What’s the most challenging aspect of your role?
I think the most challenging aspect of my role is also what’s most rewarding for me. Working across a diverse range of policy areas represents a unique opportunity to get incredible insight into the development of Australia’s social policy. This also means that I need to have an understanding of how policy works across a huge number of fields. For instance, disability has not only the National Disability Insurance Scheme, but also Disability Employment Services, agreement with the states and territories, and a host of other programs.
What’s the most rewarding aspect of your role? Please be as specific as possible.
In addition to working across so many different areas, I value the opportunity to work in a team with other people who are incredibly capable and really passionate about their work. Although the graduate program finished at the end of 2016, I’m fortunate enough to have managers who place value in ongoing development. I feel I work in a Department where I’m valued both for my work and as an employee.
Where did you grow up?
I grew up Williamstown, in the inner west of Melbourne. I moved to Canberra at the start of 2016 for my graduate position.
Where were you educated, and what did you study?
I studied at Monash University where I completed my Bachelor of Laws/Bachelor of Arts (Hons). I spent my final year writing my thesis on the Federal Government’s regulation of liquor in American-Indian communities during the early 19th century. I then spent a year volunteering with the Consumer Action Law Centre and completing my Graduate Diploma in Legal Practice. I also travelled for six months. I’ve just gone back to university to do my Masters of Law at the Australian National University, with a focus on government legal skills.
What attracted you to that field of study?
I always wanted to be in a vocation that ‘had its finger on the pulse’. I spent some time studying journalism before starting my law degree and always wanted to be at the middle of everything. I think this was a major influence on my decision to join the grad program at the DSS. It’s fascinating to see how the legal framework underpins so much of Australia’s policy outcomes.
What personal qualities are required for success in your position?
The most important skill is the ability to adapt to new circumstances. Policy can move incredibly quickly and being able to get process new information and manage shifting priorities is a large part of the job.
What’s one thing it might surprise people to learn is advantageous in your job?
Even though I work in a social policy agency, it’s hugely beneficial to have some practical numeracy and accounting skills, such as understanding budgets and spreadsheets. Even though I don’t engage directly with any of the financial processes, everything the Department does costs money, and being able to understand where the funding comes from, and how it impacts policy, is incredibly useful.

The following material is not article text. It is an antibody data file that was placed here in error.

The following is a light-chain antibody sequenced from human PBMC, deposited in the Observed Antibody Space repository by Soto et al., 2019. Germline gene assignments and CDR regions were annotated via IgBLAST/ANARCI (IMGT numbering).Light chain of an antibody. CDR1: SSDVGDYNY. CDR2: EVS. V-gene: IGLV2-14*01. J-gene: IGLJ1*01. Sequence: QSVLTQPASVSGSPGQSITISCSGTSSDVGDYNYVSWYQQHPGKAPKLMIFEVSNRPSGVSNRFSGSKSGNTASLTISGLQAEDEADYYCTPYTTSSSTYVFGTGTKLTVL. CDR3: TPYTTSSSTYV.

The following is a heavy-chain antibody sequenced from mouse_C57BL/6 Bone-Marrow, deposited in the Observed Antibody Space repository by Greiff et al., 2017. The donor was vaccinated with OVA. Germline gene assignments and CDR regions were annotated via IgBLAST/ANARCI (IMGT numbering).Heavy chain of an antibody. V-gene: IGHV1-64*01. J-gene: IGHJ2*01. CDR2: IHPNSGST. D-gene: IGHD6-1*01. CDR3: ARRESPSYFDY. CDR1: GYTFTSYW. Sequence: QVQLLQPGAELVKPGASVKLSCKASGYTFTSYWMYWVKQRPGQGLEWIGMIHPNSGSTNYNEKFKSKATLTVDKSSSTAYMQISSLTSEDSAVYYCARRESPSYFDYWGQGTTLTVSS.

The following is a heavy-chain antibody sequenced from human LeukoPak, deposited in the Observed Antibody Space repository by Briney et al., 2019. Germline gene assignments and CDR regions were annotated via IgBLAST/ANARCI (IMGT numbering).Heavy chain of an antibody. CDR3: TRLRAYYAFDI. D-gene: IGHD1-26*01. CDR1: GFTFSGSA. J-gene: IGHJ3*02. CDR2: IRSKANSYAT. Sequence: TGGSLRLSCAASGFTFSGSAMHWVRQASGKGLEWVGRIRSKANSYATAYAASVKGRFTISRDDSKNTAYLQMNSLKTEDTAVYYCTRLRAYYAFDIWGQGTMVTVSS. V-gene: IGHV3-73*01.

What are the limitations or downsides of your job?
I think I’m incredibly fortunate to have the position that I do, but it’s true that I don’t often have the opportunity to engage with an issue on an extended basis. As a generalist legal service, we interact with a range of areas, but don’t always get the chance to engage with them in a deep way.
If you could give three pieces of advice to your younger self at university, what would they be?
- Study what you’re interested in. I know it’s a cliché, but that’s for a reason. While my degree help me get this role, so much of what I actually do is learnt on the job and from the people around me.
- Make the most of the long breaks and take big trips. I worked long hours through my degree, and while it’s a necessity for almost every student, taking a summer, or a semester, off to do those big trips is something that is far harder to justify once you only get limited annual leave.
- Look for graduate career opportunities that aren’t immediately obvious. I knew in my last couple of years of university that I wanted to work in a government, NGO or community justice role. Talk to people, look outside of your city, and research what other avenues there are to get to where you want to be.
What’s the most interesting thing about you that we wouldn’t learn from your resume?
If I was going to change career I’d work as a tour guide in Northern Australia. I love trekking and mountain biking, and am preparing for a month long trekking trip to Nepal later this year.